Monday, February 15, 2016

February 2016 "Quick Lit"

I'm linking today to Modern Mrs. Darcy's "Quick Lit" post where we share brief reviews of what we've been reading in the past month:



NeuroTribes by Steve Silberman is an indepth discussion of the history of autism.  The book covers early autism and Asperger syndrome research, controversies over clinical approaches and diagnostic criteria, the autism/vaccination question, famous autistics like Temple Grandin, the making of the movie Rain Man, and individual case studies of autistic people and their families. Silberman argues that autism is not a new phenomenon (as the increasing number of diagnoses might suggest); rather, it's a natural difference that has always been present in the human family but has most often been misunderstood, misdiagnosed, or suppressed. Instead of viewing autism as a terrible scourge and spending excessive time and money seeking causes and cures, we should recognize and welcome the gifts (even genius) that autistic people bring to society and provide support and services, where necessary, to help them flourish in a world that often hasn't suited their way of thinking and functioning. A fascinating, important book.
 


 My Name is Lucy Barton by Elizabeth Strout. Strout is one of my favourite authors; she won the Pulitzer Prize for Olive Kitteridge, and I've read all of her books. Her latest novel is just brilliant. When narrator Lucy is hospitalized for several weeks after an operation, her mother, whom she has not seen in years, unexpectedly appears at her bedside. They chat about old neighbours and people in the news; but in spite of Lucy's questions, her mother can't open up to her about the poverty, isolation, abuse, and other secrets that shaped their family's history. Lucy ponders these aspects of her past -- including the role they've played in making her the wife, mother, and successful writer she now is -- and achieves a sad but determined acceptance.  This book is unsettling, but I didn't find it depressing. And it's so well written. I spent a lot of time, after I'd finished it, looking back to examine how Strout structured it and how she was able to convey so much in a relatively short (185 pp) novel. Highly recommended.


What I'm currently in the middle of:
- A Spool of Blue Thread (Anne Tyler's latest, about an ordinary yet fractured family -- it's holding my interest despite its meandering style.)
- The Road to Character by David Brooks (I'm really enjoying it but it's past due at the library; I suppose I should demonstrate good character by returning it unfinished and letting the next person in line have it.)

 

12 comments:

  1. Sounds like two great books. I've never read anything by Strout. I love how you went back to study the book's structure.

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    1. Strout doesn't usually use a first-person narrator, and in many ways this book is quite different from her other ones. But she is so good. I'd highly recommend any of her books. Thanks for coming by, Anne!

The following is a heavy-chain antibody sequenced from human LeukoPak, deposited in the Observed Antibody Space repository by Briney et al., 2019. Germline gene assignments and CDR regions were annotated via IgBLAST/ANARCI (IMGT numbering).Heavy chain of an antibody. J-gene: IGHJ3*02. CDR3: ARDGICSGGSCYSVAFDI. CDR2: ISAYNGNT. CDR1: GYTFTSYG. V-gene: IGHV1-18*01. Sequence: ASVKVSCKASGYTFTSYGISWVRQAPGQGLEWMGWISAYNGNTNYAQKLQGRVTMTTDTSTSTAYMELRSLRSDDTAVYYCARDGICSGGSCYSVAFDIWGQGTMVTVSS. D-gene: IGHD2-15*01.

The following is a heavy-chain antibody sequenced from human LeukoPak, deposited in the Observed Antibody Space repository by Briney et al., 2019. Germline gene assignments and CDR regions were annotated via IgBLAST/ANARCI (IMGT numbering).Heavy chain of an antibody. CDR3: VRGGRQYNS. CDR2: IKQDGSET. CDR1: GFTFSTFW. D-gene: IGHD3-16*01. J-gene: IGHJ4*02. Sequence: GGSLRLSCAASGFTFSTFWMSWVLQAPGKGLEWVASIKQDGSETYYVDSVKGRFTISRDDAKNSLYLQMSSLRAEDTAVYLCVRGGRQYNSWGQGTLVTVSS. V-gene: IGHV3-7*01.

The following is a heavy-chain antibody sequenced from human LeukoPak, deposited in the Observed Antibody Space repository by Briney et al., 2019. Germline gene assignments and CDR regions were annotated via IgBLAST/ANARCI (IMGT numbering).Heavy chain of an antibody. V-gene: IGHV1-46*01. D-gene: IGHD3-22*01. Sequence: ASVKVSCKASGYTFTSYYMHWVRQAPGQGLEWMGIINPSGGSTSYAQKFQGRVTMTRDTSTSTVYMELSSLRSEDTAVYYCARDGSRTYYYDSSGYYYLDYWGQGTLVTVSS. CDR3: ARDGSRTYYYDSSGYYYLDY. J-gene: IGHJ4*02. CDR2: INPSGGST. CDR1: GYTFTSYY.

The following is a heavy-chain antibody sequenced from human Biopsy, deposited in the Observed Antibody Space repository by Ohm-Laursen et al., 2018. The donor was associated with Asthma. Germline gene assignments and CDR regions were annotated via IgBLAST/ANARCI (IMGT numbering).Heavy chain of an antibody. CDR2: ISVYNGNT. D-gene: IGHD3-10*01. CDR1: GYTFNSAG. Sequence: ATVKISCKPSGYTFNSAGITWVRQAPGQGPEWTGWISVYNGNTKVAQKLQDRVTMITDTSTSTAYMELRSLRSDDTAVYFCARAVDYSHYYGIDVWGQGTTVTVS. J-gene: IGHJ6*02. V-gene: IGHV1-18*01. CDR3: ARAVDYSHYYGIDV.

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  2. I'll have to read Lucy Barton. Olive Kitteridge is an absolute masterpiece. It took me a while to realize I'd read and enjoyed another book by Strout -- the one with the girl who has really long hair. Amy and Isabel? Something like that.

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    1. Yes, Amy and Isabelle. I think the first one I read by her was Abide With Me; we did it in our book club several years ago. The Burgess Boys is also good, but I think Lucy Barton and Olive Kitteridge are her best, though they are VERY different from one another. Thanks for reading and commenting, Caroline.

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  3. The Neurotribes sounds interesting. I am wait listed for a similar book on autism called in a different key. I was discussing neuro diversity in regards to autism with a friend.

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    1. Thanks so much for suggesting In a Different Key. I went to our library website and they have it, so I've put a hold on it too. It will be really interesting to read it after having read NeuroTribes. Thanks for stopping in today!

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  4. I have Lucy Barton on hold at the library, but I'm especially intrigued by Neurotribes! I'll have to check it out! Thanks for the recommendation.

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    1. It's just excellent, and he makes it so interesting, almost novel-like, with such fascinating characters, tensions, etc. Thanks for coming by, Sheri.

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  5. I haven't read anything by Strout. You've piqued my interest. I just finished Wonderstruck by Margaret Feinburg, about awakening to the nearness of God. She is so creative and such a great story teller that it was an easy and I spring read.

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    1. Last spring my church women's group did a study of Margaret Feinberg's Scouting the Divine; I enjoyed it. I haven't read anything else by her, so maybe I'll check out Wonderstruck! Thanks Betsy.

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  6. I'm waiting on My Name is Lucy Barton on Overdrive (I don't want to have to go all the way to the library!). I can't wait!

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    1. I hope you'll be posting about it on Quick Lit soon; I'm eager to hear what other people think. (I don't know anyone else who's read it yet.)

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